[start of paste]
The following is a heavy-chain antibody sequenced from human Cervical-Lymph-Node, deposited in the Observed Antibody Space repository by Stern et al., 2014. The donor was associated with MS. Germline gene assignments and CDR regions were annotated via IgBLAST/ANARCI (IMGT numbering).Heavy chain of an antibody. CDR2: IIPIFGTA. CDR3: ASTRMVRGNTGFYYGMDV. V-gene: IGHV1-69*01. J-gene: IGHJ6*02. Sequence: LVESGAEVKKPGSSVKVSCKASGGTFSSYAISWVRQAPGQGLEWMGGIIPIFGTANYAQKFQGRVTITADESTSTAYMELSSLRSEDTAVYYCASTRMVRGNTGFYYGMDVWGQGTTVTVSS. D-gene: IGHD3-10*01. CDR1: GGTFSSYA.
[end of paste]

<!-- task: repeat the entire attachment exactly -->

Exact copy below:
The following is a heavy-chain antibody sequenced from human Cervical-Lymph-Node, deposited in the Observed Antibody Space repository by Stern et al., 2014. The donor was associated with MS. Germline gene assignments and CDR regions were annotated via IgBLAST/ANARCI (IMGT numbering).Heavy chain of an antibody. CDR2: IIPIFGTA. CDR3: ASTRMVRGNTGFYYGMDV. V-gene: IGHV1-69*01. J-gene: IGHJ6*02. Sequence: LVESGAEVKKPGSSVKVSCKASGGTFSSYAISWVRQAPGQGLEWMGGIIPIFGTANYAQKFQGRVTITADESTSTAYMELSSLRSEDTAVYYCASTRMVRGNTGFYYGMDVWGQGTTVTVSS. D-gene: IGHD3-10*01. CDR1: GGTFSSYA.